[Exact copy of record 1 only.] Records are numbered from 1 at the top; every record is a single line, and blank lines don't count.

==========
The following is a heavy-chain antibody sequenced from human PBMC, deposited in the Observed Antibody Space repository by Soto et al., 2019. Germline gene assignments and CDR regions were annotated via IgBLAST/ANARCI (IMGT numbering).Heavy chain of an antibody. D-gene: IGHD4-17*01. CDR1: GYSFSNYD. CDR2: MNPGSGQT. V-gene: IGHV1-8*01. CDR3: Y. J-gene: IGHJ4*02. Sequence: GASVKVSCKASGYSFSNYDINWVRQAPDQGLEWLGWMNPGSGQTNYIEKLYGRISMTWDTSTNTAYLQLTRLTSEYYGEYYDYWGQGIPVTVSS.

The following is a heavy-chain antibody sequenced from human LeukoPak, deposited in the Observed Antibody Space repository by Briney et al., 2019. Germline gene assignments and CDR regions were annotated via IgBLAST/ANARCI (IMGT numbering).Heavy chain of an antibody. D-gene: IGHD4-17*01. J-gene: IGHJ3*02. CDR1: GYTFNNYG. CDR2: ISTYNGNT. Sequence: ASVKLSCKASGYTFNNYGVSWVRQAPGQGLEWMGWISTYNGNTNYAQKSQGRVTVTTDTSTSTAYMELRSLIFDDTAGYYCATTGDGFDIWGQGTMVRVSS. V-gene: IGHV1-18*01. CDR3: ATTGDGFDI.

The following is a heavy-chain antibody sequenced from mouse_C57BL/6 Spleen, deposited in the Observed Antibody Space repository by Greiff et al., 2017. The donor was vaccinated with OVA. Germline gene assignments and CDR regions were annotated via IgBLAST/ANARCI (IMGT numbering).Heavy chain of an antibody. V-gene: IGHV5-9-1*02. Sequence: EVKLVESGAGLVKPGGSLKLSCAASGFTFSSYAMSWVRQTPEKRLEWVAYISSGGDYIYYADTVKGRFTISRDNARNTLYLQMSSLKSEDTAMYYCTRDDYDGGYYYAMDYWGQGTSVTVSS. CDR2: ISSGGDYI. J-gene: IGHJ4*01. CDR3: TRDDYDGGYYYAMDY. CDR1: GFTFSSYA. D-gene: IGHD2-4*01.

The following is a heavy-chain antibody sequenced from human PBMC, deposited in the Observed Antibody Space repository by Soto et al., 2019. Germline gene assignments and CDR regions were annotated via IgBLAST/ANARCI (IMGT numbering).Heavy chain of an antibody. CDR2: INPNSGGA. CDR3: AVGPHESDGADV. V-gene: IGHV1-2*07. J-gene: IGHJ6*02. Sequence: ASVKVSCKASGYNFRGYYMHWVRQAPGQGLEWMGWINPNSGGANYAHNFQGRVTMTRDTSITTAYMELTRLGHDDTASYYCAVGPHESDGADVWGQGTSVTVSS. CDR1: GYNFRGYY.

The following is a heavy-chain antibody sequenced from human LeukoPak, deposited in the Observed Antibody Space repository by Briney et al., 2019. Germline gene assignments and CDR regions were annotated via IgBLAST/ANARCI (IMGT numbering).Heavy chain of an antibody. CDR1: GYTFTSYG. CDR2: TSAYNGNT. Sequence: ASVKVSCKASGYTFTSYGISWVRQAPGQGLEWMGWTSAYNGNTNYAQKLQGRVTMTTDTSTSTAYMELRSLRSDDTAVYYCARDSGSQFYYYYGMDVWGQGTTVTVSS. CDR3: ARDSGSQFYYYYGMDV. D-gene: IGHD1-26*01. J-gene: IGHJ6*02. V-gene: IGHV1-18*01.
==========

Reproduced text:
The following is a heavy-chain antibody sequenced from human PBMC, deposited in the Observed Antibody Space repository by Soto et al., 2019. Germline gene assignments and CDR regions were annotated via IgBLAST/ANARCI (IMGT numbering).Heavy chain of an antibody. D-gene: IGHD4-17*01. CDR1: GYSFSNYD. CDR2: MNPGSGQT. V-gene: IGHV1-8*01. CDR3: Y. J-gene: IGHJ4*02. Sequence: GASVKVSCKASGYSFSNYDINWVRQAPDQGLEWLGWMNPGSGQTNYIEKLYGRISMTWDTSTNTAYLQLTRLTSEYYGEYYDYWGQGIPVTVSS.